Diets laden with pies, sausages, and ready meals can lead to an early death, a major study has shown.
Research involving half a million people highlights links between processed meat and heart disease and cancer.
It also shows that people who eat a lot of the meat products have a significantly greater chance of dying prematurely than those consuming low amounts.
Over a typical follow up time of 12.7 years, the risk of dying from any cause was 44% greater for high processed meat consumers.
Rates of premature death rose with the quantity of processed meat eaten.
High processed meat consumption led to a 72% increased risk of dying from heart disease, and an 11% increased risk of dying from cancer.
Study leader Professor Sabine Rohrmann, from the University of Zurich in Switzerland, said: "Risks of dying earlier from cancer and cardiovascular disease also increased with the amount of processed meat eaten.
"Overall, we estimate that 3% of premature deaths each year could be prevented if people ate less than 20 grams of processed meat per day."
The findings, reported in the journal BMC Medicine, come in the wake of the horse meat scandal which has caused people to question the origins of their food.
Also on the horse meat scandal:
Epic (European Prospective Investigation into Cancer and Nutrition) study recruited men and women aged 35 to 70 with widely ranging diets from 10 European countries.
Participants were filled in questionnaires about the food they had consumed over the previous 12 months.
Meats were grouped into red, white and processed. Processed meat included ham, bacon, sausages and ready meal fillings.
Red meat included pork, horse and goat as well as beef and lamb, while white meat incorporated chicken, turkey, duck and rabbit.
Over the follow-up period a total of 5,556 participants died from heart and artery disease, 9,861 from cancer, and 1,068 from respiratory diseases.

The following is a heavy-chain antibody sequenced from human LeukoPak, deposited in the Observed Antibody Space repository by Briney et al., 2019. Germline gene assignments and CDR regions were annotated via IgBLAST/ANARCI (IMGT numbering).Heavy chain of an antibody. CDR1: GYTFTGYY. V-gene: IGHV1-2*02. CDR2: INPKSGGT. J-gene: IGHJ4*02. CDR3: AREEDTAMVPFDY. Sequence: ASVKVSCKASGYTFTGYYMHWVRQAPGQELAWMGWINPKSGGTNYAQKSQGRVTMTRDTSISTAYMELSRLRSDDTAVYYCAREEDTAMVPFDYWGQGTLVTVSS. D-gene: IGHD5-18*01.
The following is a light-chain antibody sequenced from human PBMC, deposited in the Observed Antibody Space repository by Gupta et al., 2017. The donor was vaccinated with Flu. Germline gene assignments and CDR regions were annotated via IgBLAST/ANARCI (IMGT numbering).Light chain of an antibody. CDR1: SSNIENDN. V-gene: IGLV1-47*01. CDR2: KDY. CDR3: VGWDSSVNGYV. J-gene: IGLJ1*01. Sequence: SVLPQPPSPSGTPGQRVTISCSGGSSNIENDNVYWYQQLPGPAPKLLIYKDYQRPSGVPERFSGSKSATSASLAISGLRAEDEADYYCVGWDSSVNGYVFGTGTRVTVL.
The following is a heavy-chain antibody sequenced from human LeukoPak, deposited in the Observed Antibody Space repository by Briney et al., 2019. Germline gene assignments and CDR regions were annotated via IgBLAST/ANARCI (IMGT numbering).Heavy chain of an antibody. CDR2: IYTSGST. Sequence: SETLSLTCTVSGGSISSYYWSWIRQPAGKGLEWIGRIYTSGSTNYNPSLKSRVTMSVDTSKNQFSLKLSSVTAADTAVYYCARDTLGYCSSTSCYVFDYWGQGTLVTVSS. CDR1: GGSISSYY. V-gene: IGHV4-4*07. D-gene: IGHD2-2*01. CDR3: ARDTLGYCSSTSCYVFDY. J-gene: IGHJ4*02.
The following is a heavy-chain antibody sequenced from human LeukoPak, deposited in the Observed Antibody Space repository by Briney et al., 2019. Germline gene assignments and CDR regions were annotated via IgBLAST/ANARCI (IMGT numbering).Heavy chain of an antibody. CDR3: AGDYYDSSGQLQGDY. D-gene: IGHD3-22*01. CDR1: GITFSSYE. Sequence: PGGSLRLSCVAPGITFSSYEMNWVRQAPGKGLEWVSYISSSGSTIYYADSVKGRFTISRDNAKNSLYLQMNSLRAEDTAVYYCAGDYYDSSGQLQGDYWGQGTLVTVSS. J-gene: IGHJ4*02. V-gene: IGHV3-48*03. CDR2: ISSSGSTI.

High consumption of processed meat was defined as 160 or more grams per day.
In general, diets high in processed meat were linked to unhealthy lifestyles. Men and women who ate the most processed meat ate the fewest fruits and vegetables, and were more likely to smoke.
Men, but not women, who ate a lot of meat also tended to have high level of alcohol consumption.
The researchers adjusted the data to take account of these and other factors that might have influenced the results.
Eating both red meat and poultry were not associated with significant increases in mortality risk, and small quantities of red meat appeared to be beneficial.
The authors pointed out that red meat contains essential nutrients and minerals that might be missing from a vegetarian diet.
Red meat also contains potentially harmful saturated fat and cholesterol. However, these were present at much higher levels in processed meat products, as well as preservatives and colourants linked to cancer, said the scientists.
The researchers concluded: "The results of our analyses suggest that men and women with a high consumption of processed meat are at increased risk of early death, particularly due to cardiovascular diseases but also cancer.
"As processed meat consumption is a modifiable risk factor, health promotion activities should include specific advice on lowering processed meat consumption."
Dietician Tracy Parker, from the British Heart Foundation (BHF), said: "With spring in the air, many of us may be looking forward to sunny barbecues. But this research suggests processed meat, such as sausages and burgers, may be linked to an increased risk of early death.
"However, the people who ate the most processed meat in this study also made other unhealthy lifestyle choices. They were found to eat less fruit and vegetables and were more likely to smoke, which may have had an impact on results.
"Red meat can still be enjoyed as part of a balanced diet. Opting for leaner cuts and using healthier cooking methods such as grilling will help to keep your heart healthy. If you eat lots of processed meat, try to vary your diet with other protein choices such as chicken, fish, beans or lentils."